10. I've gone for el blancos in WA twice. For the whities I use a MT style nymph rig with a 14 BH prince. Both times I had my indicator completely smashed by hot steelhead. Know a guy who nearly landed a hot buck on an orange bubble indicator. Fish grabbed it and would not let go!
    But these are summer steelhead in winter. Our water is just as cold if not colder than wet side however. If you find a hot fish you can get it on anything he can see is the moral I believe.
     
  11. thanks for all the feedback. I have been in th sky for the last few weeks with no luck. this is my 1st steel season so i just wanted to double check. I'll stick with my rio versi.

    santo
     
  12. If that ever happens to me, I am quitting on the spot and taking up another sport. This has to be the ultimate accomplishment in Washington flyfishing.
     
  13. Try lots of deer hair on whatever you use, and make sure it throws a wake when it's skating. There are only very specific types of water where it will work, but I have seen steelhead come up from pools that were 20+ ft deep.
     
  14. That's a feat I've always wanted to do. I know Harry Lemire has done it (do believe it's mentioned in Trey Comb's book). I haven't dwelled on trying to do it though. Have tried it a couple times if it was dead. LOL. But hard enough, as mentioned, to get them in the winter flows. Let alone make them rise to a dry. But I'm fishing the OP, so heavy flows and stained water makes it difficult. But, if we have a dry winter, and rivers clear up, may be a good thing to try. I'm more focused on trying McMillans "dryline" for winter steelheading this year. Have a flywallet loaded for it in fact. Figured if I'm going to do it, will try McMillan's flies at first, then make my own patterns afterwards.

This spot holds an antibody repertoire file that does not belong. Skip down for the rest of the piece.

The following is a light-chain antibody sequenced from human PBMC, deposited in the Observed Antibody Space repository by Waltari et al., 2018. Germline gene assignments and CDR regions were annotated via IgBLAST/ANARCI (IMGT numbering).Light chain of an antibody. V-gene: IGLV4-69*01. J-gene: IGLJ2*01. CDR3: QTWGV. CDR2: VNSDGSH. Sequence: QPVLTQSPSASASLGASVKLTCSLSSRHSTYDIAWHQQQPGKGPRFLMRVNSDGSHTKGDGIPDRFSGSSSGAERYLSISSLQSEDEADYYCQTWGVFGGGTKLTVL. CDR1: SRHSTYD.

But heard it can be done. I've only hit steelhead on the dry during the summer though. Would LOVE to get one of those big shouldered Solduc fish on a dry. Don't know if I'd survive it (think my heart would stop). LOL
     
  15. thats what a wedge fly does- huge wake- also used to take chinook in AK to a "dry" or skated fly